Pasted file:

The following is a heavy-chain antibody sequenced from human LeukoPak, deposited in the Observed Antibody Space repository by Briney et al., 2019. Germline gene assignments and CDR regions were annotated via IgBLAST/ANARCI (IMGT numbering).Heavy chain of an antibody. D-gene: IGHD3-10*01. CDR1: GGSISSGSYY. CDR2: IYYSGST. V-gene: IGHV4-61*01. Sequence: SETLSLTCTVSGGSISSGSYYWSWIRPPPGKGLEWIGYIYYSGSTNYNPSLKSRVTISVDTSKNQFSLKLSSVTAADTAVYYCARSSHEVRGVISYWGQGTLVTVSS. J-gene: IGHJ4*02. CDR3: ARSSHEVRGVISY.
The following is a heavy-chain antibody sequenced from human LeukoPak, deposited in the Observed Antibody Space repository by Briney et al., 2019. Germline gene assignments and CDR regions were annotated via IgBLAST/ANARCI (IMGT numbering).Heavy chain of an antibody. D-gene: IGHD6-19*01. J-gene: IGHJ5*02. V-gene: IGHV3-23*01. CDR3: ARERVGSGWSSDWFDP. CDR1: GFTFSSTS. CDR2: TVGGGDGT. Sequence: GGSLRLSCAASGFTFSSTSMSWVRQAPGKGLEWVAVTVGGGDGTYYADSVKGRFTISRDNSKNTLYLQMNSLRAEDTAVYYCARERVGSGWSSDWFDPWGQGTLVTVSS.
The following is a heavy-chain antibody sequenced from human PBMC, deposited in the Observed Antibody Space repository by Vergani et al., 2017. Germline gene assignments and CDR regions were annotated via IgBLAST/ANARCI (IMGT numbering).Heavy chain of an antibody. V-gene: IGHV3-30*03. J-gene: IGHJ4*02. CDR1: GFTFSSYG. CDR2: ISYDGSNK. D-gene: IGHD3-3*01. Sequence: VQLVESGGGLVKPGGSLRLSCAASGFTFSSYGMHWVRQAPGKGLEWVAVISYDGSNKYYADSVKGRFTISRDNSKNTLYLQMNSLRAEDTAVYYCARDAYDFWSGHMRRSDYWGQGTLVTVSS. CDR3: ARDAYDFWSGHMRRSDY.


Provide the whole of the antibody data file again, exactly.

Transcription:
The following is a heavy-chain antibody sequenced from human LeukoPak, deposited in the Observed Antibody Space repository by Briney et al., 2019. Germline gene assignments and CDR regions were annotated via IgBLAST/ANARCI (IMGT numbering).Heavy chain of an antibody. D-gene: IGHD3-10*01. CDR1: GGSISSGSYY. CDR2: IYYSGST. V-gene: IGHV4-61*01. Sequence: SETLSLTCTVSGGSISSGSYYWSWIRPPPGKGLEWIGYIYYSGSTNYNPSLKSRVTISVDTSKNQFSLKLSSVTAADTAVYYCARSSHEVRGVISYWGQGTLVTVSS. J-gene: IGHJ4*02. CDR3: ARSSHEVRGVISY.
The following is a heavy-chain antibody sequenced from human LeukoPak, deposited in the Observed Antibody Space repository by Briney et al., 2019. Germline gene assignments and CDR regions were annotated via IgBLAST/ANARCI (IMGT numbering).Heavy chain of an antibody. D-gene: IGHD6-19*01. J-gene: IGHJ5*02. V-gene: IGHV3-23*01. CDR3: ARERVGSGWSSDWFDP. CDR1: GFTFSSTS. CDR2: TVGGGDGT. Sequence: GGSLRLSCAASGFTFSSTSMSWVRQAPGKGLEWVAVTVGGGDGTYYADSVKGRFTISRDNSKNTLYLQMNSLRAEDTAVYYCARERVGSGWSSDWFDPWGQGTLVTVSS.
The following is a heavy-chain antibody sequenced from human PBMC, deposited in the Observed Antibody Space repository by Vergani et al., 2017. Germline gene assignments and CDR regions were annotated via IgBLAST/ANARCI (IMGT numbering).Heavy chain of an antibody. V-gene: IGHV3-30*03. J-gene: IGHJ4*02. CDR1: GFTFSSYG. CDR2: ISYDGSNK. D-gene: IGHD3-3*01. Sequence: VQLVESGGGLVKPGGSLRLSCAASGFTFSSYGMHWVRQAPGKGLEWVAVISYDGSNKYYADSVKGRFTISRDNSKNTLYLQMNSLRAEDTAVYYCARDAYDFWSGHMRRSDYWGQGTLVTVSS. CDR3: ARDAYDFWSGHMRRSDY.